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By Stuart Fraser

Scottish success lifts gloom surrounding British tennis

In last weekís Talking Balls blog, I discussed the disastrous Davis Cup defeat to Poland on home soil.  Well, four Scots have done their bit to help lift some of the gloom surrounding British tennis after picking up titles across the globe at the weekend.

It has been one of the best weeks of the year in terms of British performances and it is most welcome considering how tennis fans in this country felt after the Davis Cup last weekend.  And who knows?  If Andy Murray had been in action at one of the ATP 250 events in Bucharest or Metz, it could well have been five Scottish title winners last week.

The most stunning result of the week for me was Colin Fleming and Ken Skupskiís first ATP World Tour title at the Open de Moselle in France.  It was their first main tour event as direct acceptances and they made the most of it.  To beat former Wimbledon champions Arnaud Clement and Michael Llodra is one thing.  To beat the Frenchmen on their own patch though in front of a couple of thousand French fans makes the result even more impressive.

The result means Skupski has risen to No.76 in the doubles rankings and Fleming has broken the top 100 for the first time as he now sits at No.79.  The pair have put in a lot of hard work and effort and the rewards are thoroughly deserved.  Speaking to the pair this morning, they were obviously delighted with the result but they are clearly not going to get too carried away.  Both of them spoke about their future goal to play ATP main tour events week in, week out and gaining direct acceptance to the 2010 Australian Open is a huge goal for them.

If they continue their good run of form, Melbourne will surely be a destination for the guys in January.  However, in more immediate terms, the pair will return to the Challenger tour in Mons, Belgium next week and then Rennes, France the following week.  After that, they hope to return back to the main tour in either St Petersburg, Vienna or Lyon.

The pair have wrote an excellent blog for the ĎDoubles Visioní section on the ATP website and it is well worth a read to find out about a comical incident involving first class seats on a train. And also to see the photo Ken put up of Colin in the land of nod on that train. The link is:

Great to see another doubles player, Jamie Murray win another title on the challenger tour with Jamie Delgado.  Thatís his third title in the space of five weeks and as of today, he has returned to the top 100 at No.97.  As he has proven before, he is a talented doubles player and hopefully we will soon see him return to grand slams and the main tour.  Itís where he should be.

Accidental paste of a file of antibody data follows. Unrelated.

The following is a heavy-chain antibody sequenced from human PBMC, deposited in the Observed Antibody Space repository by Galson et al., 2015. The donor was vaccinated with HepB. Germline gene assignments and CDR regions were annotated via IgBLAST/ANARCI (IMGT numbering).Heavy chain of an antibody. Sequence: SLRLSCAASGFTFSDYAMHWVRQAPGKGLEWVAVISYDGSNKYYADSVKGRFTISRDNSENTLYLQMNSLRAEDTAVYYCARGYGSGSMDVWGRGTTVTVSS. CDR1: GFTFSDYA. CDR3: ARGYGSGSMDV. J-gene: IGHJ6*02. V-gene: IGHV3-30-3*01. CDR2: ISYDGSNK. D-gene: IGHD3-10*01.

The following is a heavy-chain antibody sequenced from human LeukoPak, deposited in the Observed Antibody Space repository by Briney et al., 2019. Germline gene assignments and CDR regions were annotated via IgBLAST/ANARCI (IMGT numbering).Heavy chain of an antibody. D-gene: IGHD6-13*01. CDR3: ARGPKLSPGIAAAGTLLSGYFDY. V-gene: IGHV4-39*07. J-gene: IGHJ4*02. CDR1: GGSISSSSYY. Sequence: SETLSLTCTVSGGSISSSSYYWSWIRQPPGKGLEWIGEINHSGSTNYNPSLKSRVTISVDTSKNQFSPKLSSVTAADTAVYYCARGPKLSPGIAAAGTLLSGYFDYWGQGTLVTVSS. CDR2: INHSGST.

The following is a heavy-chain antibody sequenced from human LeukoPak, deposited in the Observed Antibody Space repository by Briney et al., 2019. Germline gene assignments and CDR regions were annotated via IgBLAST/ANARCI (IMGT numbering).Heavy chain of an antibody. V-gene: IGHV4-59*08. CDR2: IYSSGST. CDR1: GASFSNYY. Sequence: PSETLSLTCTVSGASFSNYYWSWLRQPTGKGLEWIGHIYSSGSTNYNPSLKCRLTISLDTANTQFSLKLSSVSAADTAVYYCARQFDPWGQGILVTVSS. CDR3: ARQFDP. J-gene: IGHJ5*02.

Jamie Baker also continued his recent run of form with victory in the futures event in Darwin, Australia.  Itís great to see the Scot picking up several victories on the futures circuit after going through a tough time last year when he contracted ITP which is a life-threatening blood condition.  Thankfully, he seems to have recovered and will enter the top 500 next week and edge a step closer to returning to the challenger tour.

Elena Baltacha finally achieved a lifetime goal when she entered the top 100 at No.93 today after winning the AEGON Pro-Series event in Shrewsbury on Saturday.  Baltacha has had a number of injuries in the past but she is a real fighter and itís great to see her finally break that barrier and enter the top 100.  Like Flemski, she also has a direct acceptance to the 2010 Australian Open in her sights.  Baltacha qualified this year but Iím sure she would rather not have to go through that process again.

Pack your bags for Lithuania

Last Wednesday, we found out our next Davis Cup opponents in Euro/Africa Zone Group 2 and itís a trip into the unknown as we head to Vilnius to take on Lithuania.

The first instinct of course is to check the rankings for the highest ranked Lithuanian.  If we were playing Spain or Switzerland, there would be no need to do this but sadly, the days of facing such elite nations in the world group are in the past.  Hopefully, these days may return in 2012.

19-year-old Ricardas Berankis is their highest ranked player at No.429.  Not one that I know too much about apart from his US Open junior success in 2007.  I also hear that he has trained with Roger Federer in the past.  Next on the list is Laurynas Grigelis at No.634 but it was Gvidas Sabeckis at No.798 who was selected as the second singles player for their last tie.